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 26 FEBRUARY 2004  

Mr. Chairman, distinguished members of the Committee, as Director, Futures Center, United States Army Training and Doctrine Command, I welcome the opportunity to testify before you as we transform an Army that is at war. 

We are aggressively meeting challenges today that we will continue to face tomorrow.  Rather than focusing on a single, well-defined threat or geographic region, the Army is developing a range of complementary and interdependent joint capabilities that will enable future Joint Force Commanders to dominate any adversary or situation across the full range of military operations.  A capabilities-based approach to concept and force development, as articulated in the 2001 Quadrennial Defense Review, is the major focus of our transformation.

The imperative for America's Army to change rapidly has never been more compelling than today.  The reasons have been and are visible, visceral and real - we've seen them on television as the events of 9/11 unfolded in nearly every workplace and home.  That single event constituted a strategic inflection point.  It revealed the outline of a new kind of threat and shadowy enemy that the Army would be called upon to engage in Afghanistan, Iraq and around the world.  This new kind of attack broke from past practices and assumptions that were the foundation of US defense planning.  The enemy did their threat assessment much as we do ours. They concluded that they would fail if they were to engage the US in a head-to-head conventional fight like Iraq did in 1990-1991 or if they tried to avoid US land power like the Former Republic of Yugoslavia did in Kosovo.

Our enemies developed new strategies focused on new techniques and operational methods.  Using dysfunctional nation-states as sanctuaries, terrorists, rogue actors and non-state adversaries sought to exploit the tools of modern societies and science to attack where the US was most vulnerable - directly against our homeland and interests abroad.  Pictures of attacks against the US like the USS Cole bombing and destruction of our embassies in Africa further underscored their change in tactics.  Their persistent efforts to acquire and use weapons of mass destruction are a specter that we must not overlook. 

Our collective responsibility in the defense of this nation is to intertwine the capabilities that all Services will bring to bear as a shield for democracy.  The end-state of our work will be a joint interdependent force that maximizes Service complementary and reinforcing effects while minimizing their vulnerabilities and redundancies.  Although each Service contributes its own unique capabilities to joint operations, each dominating its respective domain, joint interdependence is critical to improving Joint Force effectiveness.  Joint Interdependence is achieved through the deliberate, mutual reliance of each Service on the capabilities of other Services or agencies to optimize overall effectiveness of the Joint Force.  Because of this imperative, the Army has forged a solid relationship with Joint Forces Command and its sister Services.  While embodying attributes of the joint force, as stated in joint doctrine, "The Army is the nation's decisive land warfare force. The Army's contribution to the Joint Force Commander is the power to exercise direct, sustained, and comprehensive control over the land, its resources, and its people."  

To fully realize the contribution of Army capabilities to the joint fight, we are an active participant in the Joint Capabilities Integration and Development System (JCIDS) and the Joint Requirements Oversight Council (JROC) for articulating Army requirements.  This process identifies, assesses and prioritizes "Born Joint" military capabilities.  Although complex at times, this process produces capability proposals that consider the full range of doctrine, organization, training, materiel, leadership and education, personnel and facilities (DOTMLPF) solutions in order to advance joint warfighting.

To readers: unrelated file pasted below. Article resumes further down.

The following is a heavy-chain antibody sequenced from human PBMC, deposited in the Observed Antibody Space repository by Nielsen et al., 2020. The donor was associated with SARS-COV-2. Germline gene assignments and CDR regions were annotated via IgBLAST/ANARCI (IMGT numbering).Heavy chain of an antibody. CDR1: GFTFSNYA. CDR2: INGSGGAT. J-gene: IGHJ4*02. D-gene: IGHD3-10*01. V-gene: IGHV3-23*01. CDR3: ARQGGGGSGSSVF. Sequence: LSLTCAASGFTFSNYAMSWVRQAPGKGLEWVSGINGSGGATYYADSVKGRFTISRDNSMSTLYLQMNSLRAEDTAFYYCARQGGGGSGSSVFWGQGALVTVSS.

To fight effectively in a new operating environment and engage a more elusive enemy, the Army must accelerate its transformation efforts.  The transition from the current to the future force must happen at a pace beyond that which the institutional Army moved in the last years of the 20th century.  The picture of what the Army needs to be is clear.

- The Army of the future must be agile to conduct simultaneous, distributed, non-linear operations.

- The Army of the future must be lethal to fight at multiple austere entry points.

- The Army of the future must be networked to self-synchronize through shared, enhanced situational awareness from global and robust Joint Command and Control and Intelligence.

- The Army of the future must be precise to directly attack centers of gravity that are the enemy's source of strength.

- The Army of the future must be rapidly deployable to have a small logistics footprint with robust reachback for required support.

- The Army of the future must be modular to give Regional Combatant Commanders the capability to apply decisive land power at the right place at the right time.

- The Army of the future must be born Joint - a member of an interdependent team -- so that the synergy of joint operations is ready to unleash the full military power of the US on unknowable battlefields around the globe.

Transforming our Nation's military capabilities while at war requires a careful balance between sustaining and enhancing the capabilities of current forces to fight wars and win peace while investing in the capabilities of future forces.  We must craft new solution sets that generate technologically sound, sustainable and affordable increments to our capabilities.  [c1]  Joint concept development and experimentation, science and technology (S&T) investment, and future force design will enable interdependent network-enabled warfare and ensure future capabilities meet the requirements of tomorrow's Joint Force.  The Joint Team will use a process of experimentation to identify solutions, capabilities gaps, all supported by a robust analytical process which incorporates innovative practices-including best commercial practices, collaborative environments, modeling simulation and electronic business solutions.